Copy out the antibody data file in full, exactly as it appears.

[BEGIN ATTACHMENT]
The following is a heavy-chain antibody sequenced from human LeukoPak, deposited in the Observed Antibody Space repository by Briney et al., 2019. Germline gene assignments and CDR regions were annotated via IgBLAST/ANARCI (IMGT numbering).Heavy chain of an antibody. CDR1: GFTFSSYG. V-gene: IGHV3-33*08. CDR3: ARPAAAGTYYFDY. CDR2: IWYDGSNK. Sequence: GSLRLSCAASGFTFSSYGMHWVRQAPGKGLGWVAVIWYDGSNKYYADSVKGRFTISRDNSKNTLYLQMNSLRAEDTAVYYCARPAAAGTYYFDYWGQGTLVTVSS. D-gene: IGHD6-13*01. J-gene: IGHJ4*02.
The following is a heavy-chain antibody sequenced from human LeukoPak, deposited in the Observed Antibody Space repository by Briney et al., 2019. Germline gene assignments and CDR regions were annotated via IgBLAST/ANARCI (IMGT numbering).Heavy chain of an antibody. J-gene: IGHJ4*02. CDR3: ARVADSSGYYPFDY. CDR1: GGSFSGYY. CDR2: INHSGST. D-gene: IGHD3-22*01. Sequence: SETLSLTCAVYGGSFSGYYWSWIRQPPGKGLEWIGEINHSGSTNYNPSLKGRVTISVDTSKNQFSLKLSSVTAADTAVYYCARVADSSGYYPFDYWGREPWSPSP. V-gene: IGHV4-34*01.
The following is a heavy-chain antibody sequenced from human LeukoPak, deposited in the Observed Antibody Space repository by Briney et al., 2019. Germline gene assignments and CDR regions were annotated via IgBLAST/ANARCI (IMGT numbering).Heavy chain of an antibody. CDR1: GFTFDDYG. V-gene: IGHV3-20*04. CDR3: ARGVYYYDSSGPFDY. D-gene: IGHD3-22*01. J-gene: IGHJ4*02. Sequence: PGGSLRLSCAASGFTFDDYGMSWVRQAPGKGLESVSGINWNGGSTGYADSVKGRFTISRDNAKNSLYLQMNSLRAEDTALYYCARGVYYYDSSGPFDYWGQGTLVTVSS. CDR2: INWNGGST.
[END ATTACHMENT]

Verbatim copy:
The following is a heavy-chain antibody sequenced from human LeukoPak, deposited in the Observed Antibody Space repository by Briney et al., 2019. Germline gene assignments and CDR regions were annotated via IgBLAST/ANARCI (IMGT numbering).Heavy chain of an antibody. CDR1: GFTFSSYG. V-gene: IGHV3-33*08. CDR3: ARPAAAGTYYFDY. CDR2: IWYDGSNK. Sequence: GSLRLSCAASGFTFSSYGMHWVRQAPGKGLGWVAVIWYDGSNKYYADSVKGRFTISRDNSKNTLYLQMNSLRAEDTAVYYCARPAAAGTYYFDYWGQGTLVTVSS. D-gene: IGHD6-13*01. J-gene: IGHJ4*02.
The following is a heavy-chain antibody sequenced from human LeukoPak, deposited in the Observed Antibody Space repository by Briney et al., 2019. Germline gene assignments and CDR regions were annotated via IgBLAST/ANARCI (IMGT numbering).Heavy chain of an antibody. J-gene: IGHJ4*02. CDR3: ARVADSSGYYPFDY. CDR1: GGSFSGYY. CDR2: INHSGST. D-gene: IGHD3-22*01. Sequence: SETLSLTCAVYGGSFSGYYWSWIRQPPGKGLEWIGEINHSGSTNYNPSLKGRVTISVDTSKNQFSLKLSSVTAADTAVYYCARVADSSGYYPFDYWGREPWSPSP. V-gene: IGHV4-34*01.
The following is a heavy-chain antibody sequenced from human LeukoPak, deposited in the Observed Antibody Space repository by Briney et al., 2019. Germline gene assignments and CDR regions were annotated via IgBLAST/ANARCI (IMGT numbering).Heavy chain of an antibody. CDR1: GFTFDDYG. V-gene: IGHV3-20*04. CDR3: ARGVYYYDSSGPFDY. D-gene: IGHD3-22*01. J-gene: IGHJ4*02. Sequence: PGGSLRLSCAASGFTFDDYGMSWVRQAPGKGLESVSGINWNGGSTGYADSVKGRFTISRDNAKNSLYLQMNSLRAEDTALYYCARGVYYYDSSGPFDYWGQGTLVTVSS. CDR2: INWNGGST.